By David Thompson
Political correspondent, BBC News
Ms Harman's comments are said to have puzzled some colleagues
Harriet Harman's words were unambiguous.
"Sir Fred should not be counting on being £693,000-a-year better off as a result of this because it is not going to happen."
And just in case Sir Fred Goodwin, the current Public Enemy No 1 of the banking crisis, had not got the message about his multi-million pound pension pot, Labour's Deputy Leader warned: "The prime minister has said it is not acceptable and therefore it will not be accepted."
So that is clear then. Sir Fred should put his yacht catalogue down and start reading Delia's 1970s classic Frugal Food instead.
Er, not quite.
Ms Harman may have ramped up the rhetoric, but we are still none the wiser about precisely how the government intends to claw back any of the money Sir Fred looks likely to pocket in the aftermath of his spell as chief executive of the Royal Bank of Scotland.
Members of the government from Gordon Brown down have insisted that, even as we speak, squads of lawyers are poring over the detail of his pension deal to see if there is any way it can be derailed.
But Ms Harman, a trained lawyer herself, may have given the game away when she said: "It might be enforceable in a court of law this contract, but it's not enforceable in the court of public opinion and that's where the government steps in."
Sir Fred left RBS in October
Problem is, hard-nosed bankers like Sir Fred care a lot more about the court of law than they do about any other opinion, public or otherwise.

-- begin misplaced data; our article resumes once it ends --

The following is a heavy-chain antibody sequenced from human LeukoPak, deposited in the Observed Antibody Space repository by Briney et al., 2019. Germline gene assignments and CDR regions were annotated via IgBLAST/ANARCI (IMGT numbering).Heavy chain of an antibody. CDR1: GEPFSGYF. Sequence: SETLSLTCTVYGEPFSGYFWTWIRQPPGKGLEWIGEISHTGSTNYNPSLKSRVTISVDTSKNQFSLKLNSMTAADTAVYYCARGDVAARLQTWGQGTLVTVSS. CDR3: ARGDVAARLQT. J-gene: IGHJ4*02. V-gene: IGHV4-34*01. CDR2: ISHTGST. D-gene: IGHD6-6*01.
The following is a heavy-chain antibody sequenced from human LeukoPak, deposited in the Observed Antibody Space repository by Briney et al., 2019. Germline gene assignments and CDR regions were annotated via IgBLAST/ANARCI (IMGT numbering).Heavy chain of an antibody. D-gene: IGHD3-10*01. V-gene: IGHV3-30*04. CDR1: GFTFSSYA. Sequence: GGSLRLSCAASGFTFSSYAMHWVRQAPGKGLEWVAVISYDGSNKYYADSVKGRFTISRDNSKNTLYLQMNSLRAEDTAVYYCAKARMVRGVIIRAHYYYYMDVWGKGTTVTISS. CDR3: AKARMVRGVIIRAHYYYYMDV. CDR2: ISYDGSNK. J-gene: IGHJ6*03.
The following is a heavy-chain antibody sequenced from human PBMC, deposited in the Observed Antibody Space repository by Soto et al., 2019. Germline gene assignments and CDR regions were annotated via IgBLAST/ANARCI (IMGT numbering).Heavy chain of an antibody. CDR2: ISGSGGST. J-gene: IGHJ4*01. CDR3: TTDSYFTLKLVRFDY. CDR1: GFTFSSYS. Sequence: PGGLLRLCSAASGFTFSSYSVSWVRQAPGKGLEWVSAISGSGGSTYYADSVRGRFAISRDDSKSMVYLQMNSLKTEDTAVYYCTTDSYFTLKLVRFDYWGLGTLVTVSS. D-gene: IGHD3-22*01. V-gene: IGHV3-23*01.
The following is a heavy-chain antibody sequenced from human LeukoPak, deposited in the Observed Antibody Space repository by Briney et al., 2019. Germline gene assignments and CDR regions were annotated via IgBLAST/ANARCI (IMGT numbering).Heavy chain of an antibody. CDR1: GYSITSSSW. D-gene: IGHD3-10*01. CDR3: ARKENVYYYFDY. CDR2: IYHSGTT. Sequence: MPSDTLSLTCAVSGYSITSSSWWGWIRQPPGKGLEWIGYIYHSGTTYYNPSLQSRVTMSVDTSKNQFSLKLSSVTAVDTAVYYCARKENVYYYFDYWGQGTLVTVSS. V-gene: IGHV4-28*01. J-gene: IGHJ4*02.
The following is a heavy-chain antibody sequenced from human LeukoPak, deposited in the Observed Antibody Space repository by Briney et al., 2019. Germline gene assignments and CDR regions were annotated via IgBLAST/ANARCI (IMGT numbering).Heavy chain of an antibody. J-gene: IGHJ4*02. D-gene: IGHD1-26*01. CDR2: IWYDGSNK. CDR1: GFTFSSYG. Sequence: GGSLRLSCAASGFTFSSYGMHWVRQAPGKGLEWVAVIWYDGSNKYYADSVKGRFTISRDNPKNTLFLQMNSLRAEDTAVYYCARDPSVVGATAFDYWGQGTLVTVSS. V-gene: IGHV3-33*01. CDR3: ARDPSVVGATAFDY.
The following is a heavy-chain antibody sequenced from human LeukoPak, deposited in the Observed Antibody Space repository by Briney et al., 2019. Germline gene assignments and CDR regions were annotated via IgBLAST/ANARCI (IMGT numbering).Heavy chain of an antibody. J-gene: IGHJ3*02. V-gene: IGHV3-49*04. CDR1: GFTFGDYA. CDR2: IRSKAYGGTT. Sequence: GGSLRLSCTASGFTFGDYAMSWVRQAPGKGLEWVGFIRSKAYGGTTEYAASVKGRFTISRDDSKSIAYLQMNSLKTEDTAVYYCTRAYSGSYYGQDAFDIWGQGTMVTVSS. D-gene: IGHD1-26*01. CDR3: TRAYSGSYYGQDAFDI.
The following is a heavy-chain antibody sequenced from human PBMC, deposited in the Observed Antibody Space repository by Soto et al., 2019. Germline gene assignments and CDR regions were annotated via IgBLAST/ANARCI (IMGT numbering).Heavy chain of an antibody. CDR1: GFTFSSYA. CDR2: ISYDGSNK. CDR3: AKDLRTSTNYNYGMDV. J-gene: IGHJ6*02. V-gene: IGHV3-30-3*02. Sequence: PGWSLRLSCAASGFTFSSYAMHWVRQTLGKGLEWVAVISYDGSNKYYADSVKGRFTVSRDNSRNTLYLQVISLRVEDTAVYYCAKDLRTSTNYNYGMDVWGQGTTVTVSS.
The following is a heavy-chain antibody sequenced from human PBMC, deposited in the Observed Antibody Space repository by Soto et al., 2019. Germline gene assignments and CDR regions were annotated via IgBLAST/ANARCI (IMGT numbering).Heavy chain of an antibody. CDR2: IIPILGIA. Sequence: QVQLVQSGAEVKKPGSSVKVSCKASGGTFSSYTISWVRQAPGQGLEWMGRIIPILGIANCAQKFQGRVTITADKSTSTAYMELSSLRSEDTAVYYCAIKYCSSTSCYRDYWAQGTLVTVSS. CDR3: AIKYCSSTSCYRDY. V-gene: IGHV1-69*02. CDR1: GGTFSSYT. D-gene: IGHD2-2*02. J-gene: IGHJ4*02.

He has already indicated he is more than willing to fight his corner in any legal dust-up ministers might like to bring on.
Many outside observers think he would almost certainly win, a view shared by some inside government as well.
So that leaves legislation, which is what Ms Harman seemed to be hinting at - but that has problems too.
It might be possible to change the law to stop a future Sir Fred filling his boots, but in order to affect the man himself, any measures would probably have to be retrospective, something which could give human rights lawyers their own lucrative payday.
That is why opposition parties have been so dismissive of Ms Harman's views, with Vince Cable, the Lib Dem Treasury spokesman, even deploying the frankly unparliamentary word "potty".
Some cabinet colleagues are said to be frustrated with Labour's deputy leader, accusing her of grandstanding on this and other issues, as a way of putting down a marker should the top job suddenly become available.
That has been hotly denied - and, while perhaps puzzling, Ms Harman's intervention has carried on a theme which the government seems keen to continue.
While we are all talking about Sir Fred and his pension pot, we are not talking about the hundreds of billions of pounds of taxpayers' money at risk should Mr Brown's plan to save the banking industry go wrong.
Were that to happen, the financial rewards of one man, however irritating, would look like very small beer indeed.